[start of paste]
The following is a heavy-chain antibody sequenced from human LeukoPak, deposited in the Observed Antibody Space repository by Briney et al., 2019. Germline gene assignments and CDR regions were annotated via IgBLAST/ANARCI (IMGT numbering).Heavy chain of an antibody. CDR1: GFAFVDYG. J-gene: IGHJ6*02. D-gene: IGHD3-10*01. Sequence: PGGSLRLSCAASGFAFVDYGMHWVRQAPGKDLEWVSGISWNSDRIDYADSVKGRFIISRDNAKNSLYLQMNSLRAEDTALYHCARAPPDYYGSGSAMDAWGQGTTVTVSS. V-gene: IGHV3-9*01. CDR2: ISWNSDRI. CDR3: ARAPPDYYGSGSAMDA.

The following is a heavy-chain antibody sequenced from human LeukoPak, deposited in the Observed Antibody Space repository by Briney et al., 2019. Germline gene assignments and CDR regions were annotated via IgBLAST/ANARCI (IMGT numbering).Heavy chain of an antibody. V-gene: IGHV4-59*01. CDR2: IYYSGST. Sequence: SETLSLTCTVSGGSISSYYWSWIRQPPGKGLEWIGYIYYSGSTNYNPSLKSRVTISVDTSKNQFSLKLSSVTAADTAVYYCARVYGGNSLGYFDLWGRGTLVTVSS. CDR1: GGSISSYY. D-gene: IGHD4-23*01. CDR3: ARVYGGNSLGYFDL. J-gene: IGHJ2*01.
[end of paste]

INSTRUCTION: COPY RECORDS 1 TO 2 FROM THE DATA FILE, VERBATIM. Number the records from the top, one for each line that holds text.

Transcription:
The following is a heavy-chain antibody sequenced from human LeukoPak, deposited in the Observed Antibody Space repository by Briney et al., 2019. Germline gene assignments and CDR regions were annotated via IgBLAST/ANARCI (IMGT numbering).Heavy chain of an antibody. CDR1: GFAFVDYG. J-gene: IGHJ6*02. D-gene: IGHD3-10*01. Sequence: PGGSLRLSCAASGFAFVDYGMHWVRQAPGKDLEWVSGISWNSDRIDYADSVKGRFIISRDNAKNSLYLQMNSLRAEDTALYHCARAPPDYYGSGSAMDAWGQGTTVTVSS. V-gene: IGHV3-9*01. CDR2: ISWNSDRI. CDR3: ARAPPDYYGSGSAMDA.

The following is a heavy-chain antibody sequenced from human LeukoPak, deposited in the Observed Antibody Space repository by Briney et al., 2019. Germline gene assignments and CDR regions were annotated via IgBLAST/ANARCI (IMGT numbering).Heavy chain of an antibody. V-gene: IGHV4-59*01. CDR2: IYYSGST. Sequence: SETLSLTCTVSGGSISSYYWSWIRQPPGKGLEWIGYIYYSGSTNYNPSLKSRVTISVDTSKNQFSLKLSSVTAADTAVYYCARVYGGNSLGYFDLWGRGTLVTVSS. CDR1: GGSISSYY. D-gene: IGHD4-23*01. CDR3: ARVYGGNSLGYFDL. J-gene: IGHJ2*01.